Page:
By Robert Ross
“I have two doctors, my left leg and my right.”
— G. M. Trevelyan
The philosopher Soren Kierkegaard understood the value of walking when he stated: “Above all, do not lose your desire to walk. Every day I walk myself into a state of well-being and walk away from every illness. I have walked myself into my best thoughts, and I know of no thought so burdensome that one cannot walk away from it.”
Kierkegaard is not alone in his appreciation of walking. Henry David Thoreau often walked four hours a day, claiming that his walk “preserved his health and his spirits”. Others, like Thich Nhat Hanh, wrote about value of walking in
his best-seller “Walking Meditation”. Philosopher Friedrich Nietzsche was a staunch believer in walking. Even Shirley MacLaine wrote a book about her experiences walking the El Camino in Spain. The list of notable walkers is endless.
The benefits of walking are for everyone. After all, all it takes is a pair of
walking shoes and a desire to walk. The rewards are there for the taking.
The value of walking on the body is pretty straight forward — muscle tone, weight loss or weight maintenance and cardiovascular enhancement. Walkers will also tell you they sleep better at night. But these benefits are only the tip of the iceberg. There’s more. Much more.
Quoting Nietzsche again “All truly great thoughts are conceived by walking”.
Call it enhanced creativity or just plain clear thinking, walking has the
potential to connect us to a deeper part of ourselves.
Writer Ann Johnson states: “There is a deeper aspect to walking as well. When walking we not only connect to our body but also to the earth. We are reminded we are a physical being who is part of something far greater. Tree branches whisper reminding us of a gentle breeze, the fragrance of pine. It opens our senses to the world around us and to the world within. We become larger than we were, something more. Whether we are watching birds in the country or masses of people in the city, we see with perceptive eyes. We become aware of our self in the greater scheme of things; fertile ground for fostering creativity.”
Although walking is a natural part of my daily activities, there are walks that
have stood out. For example, the two-week walk/hike along John Muir Trail in the
Sierras will be ingrained in my memory for life. Walking the streets of some of
the well-known cities of the world like
New Zealand, all have been memorable events. As an adventurous youth, I
will never forget walking the eight miles across the mountainous
Tunisian/Algerian border. And then there were endless miles of walking with my
wife crisscrossing Torres Del Paine National Park in southern Chile.
There is no better way to see a country and no better way to get a feel for the environment than by walking.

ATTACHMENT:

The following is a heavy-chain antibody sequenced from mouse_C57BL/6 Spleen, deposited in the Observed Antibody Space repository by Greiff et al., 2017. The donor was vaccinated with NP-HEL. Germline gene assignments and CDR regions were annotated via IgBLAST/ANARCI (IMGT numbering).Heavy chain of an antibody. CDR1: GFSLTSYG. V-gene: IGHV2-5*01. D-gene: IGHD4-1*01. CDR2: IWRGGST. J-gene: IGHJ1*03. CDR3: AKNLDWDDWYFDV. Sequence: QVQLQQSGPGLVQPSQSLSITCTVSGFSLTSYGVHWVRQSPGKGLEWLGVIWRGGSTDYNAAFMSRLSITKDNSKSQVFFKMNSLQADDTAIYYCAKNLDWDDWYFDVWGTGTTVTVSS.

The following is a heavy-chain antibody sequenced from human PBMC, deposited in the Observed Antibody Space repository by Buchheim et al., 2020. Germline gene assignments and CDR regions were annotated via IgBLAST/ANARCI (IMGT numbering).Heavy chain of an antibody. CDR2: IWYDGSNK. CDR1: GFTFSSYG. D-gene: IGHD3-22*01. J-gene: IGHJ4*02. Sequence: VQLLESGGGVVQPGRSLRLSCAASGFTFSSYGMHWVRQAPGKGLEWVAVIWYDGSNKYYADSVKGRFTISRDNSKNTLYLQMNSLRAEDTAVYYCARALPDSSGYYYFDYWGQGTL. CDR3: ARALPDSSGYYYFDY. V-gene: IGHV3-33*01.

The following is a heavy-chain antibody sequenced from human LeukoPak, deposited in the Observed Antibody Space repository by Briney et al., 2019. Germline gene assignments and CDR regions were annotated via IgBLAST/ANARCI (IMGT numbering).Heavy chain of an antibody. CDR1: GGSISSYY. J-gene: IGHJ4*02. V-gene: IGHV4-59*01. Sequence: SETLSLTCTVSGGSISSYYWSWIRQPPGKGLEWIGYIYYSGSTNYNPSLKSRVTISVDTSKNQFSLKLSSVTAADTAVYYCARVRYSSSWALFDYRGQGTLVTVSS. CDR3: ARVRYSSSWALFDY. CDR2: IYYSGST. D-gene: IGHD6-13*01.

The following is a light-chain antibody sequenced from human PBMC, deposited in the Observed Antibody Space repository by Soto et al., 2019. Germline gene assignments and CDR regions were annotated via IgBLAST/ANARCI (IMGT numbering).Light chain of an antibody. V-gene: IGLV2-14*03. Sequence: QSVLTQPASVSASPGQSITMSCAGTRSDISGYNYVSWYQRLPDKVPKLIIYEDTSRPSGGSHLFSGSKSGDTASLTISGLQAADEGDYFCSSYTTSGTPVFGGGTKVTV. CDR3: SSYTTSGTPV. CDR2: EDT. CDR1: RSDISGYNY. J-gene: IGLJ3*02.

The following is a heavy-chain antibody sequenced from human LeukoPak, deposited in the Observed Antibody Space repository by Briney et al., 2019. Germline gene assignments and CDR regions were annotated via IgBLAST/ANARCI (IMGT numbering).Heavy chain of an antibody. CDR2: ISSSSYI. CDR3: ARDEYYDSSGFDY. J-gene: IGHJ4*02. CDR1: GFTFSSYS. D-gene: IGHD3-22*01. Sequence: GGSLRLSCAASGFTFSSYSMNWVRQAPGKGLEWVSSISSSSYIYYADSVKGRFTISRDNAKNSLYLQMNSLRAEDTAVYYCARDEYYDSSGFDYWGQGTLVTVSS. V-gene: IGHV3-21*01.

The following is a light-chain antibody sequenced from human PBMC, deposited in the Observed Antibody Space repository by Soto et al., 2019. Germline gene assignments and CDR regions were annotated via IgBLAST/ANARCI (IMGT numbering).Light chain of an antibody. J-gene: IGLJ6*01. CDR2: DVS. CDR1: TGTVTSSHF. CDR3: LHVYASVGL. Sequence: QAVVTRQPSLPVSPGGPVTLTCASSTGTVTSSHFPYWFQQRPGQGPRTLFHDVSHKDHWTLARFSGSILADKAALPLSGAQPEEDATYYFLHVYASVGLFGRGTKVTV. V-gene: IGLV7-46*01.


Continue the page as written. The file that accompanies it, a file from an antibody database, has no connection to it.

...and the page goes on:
In the past few years I find myself, more often than not, at the shores of La Jolla, taking one of my favorite two-hour walks. The La Jolla walk has helped me through a number of life’s more troubling moments. I know that when the going gets tough, it’s time to take the five-minute drive to La Jolla, grab a water bottle, and head out for a two-hour walk along the shore line.
The two-hour walk has a certain predictability to it. For the first forty-five minutes or so, thoughts are swirling, problems are being relived, and events are being revisited. But as the walk continues something changes, thoughts slow, emotions smooth out and a rhythm seems to take hold. By the second hour of the walk, the thoughts are of the moment — of the formation of pelicans swooping low looking for food, of swimmers venturing out into chilly waters, of tourists with their cameras photographing the scenic La Jolla coastline. It is as though I am walking through a beautiful painting of life — observing this corner and that — just walking and looking. By the end of the walk, I am a bit tired and . . . at peace with the world. Not bad for the price of a pair of walking shoes!
For those interested, here are some suggestions on making walking a lifelong activity. First, never refer to your walking as a “walking program”. Walking transcends the concept of a program or regimented routine. Never walk faster than you want to walk. Your body will let you know what is an appropriate pace; some days are faster, some days are slower. Avoid documenting your walks. This is your time to let go — reflect — and let the mind go where it wants to go. Avoid thinking and talking in terms of distances, rather think in terms of time or destinations — an hour walk — a two-hour walk — a walk to your favorite park. Never carry weights, walking is walking, it doesn’t need any embellishments.
Always attempt, whenever possible, to walk in areas surrounded by nature. A
coastal walk or a walk along a mountain trail will do wonders for your spirit.
And, most important, if you miss a day or two or three, don’t worry, just know
that soon, you will be with your favorite doctors — your left leg and your
Robert Ross can be reached at: SanDiegoRoss@Yahoo.com
Copyright 2007 by Robert Ross, all rights reserved
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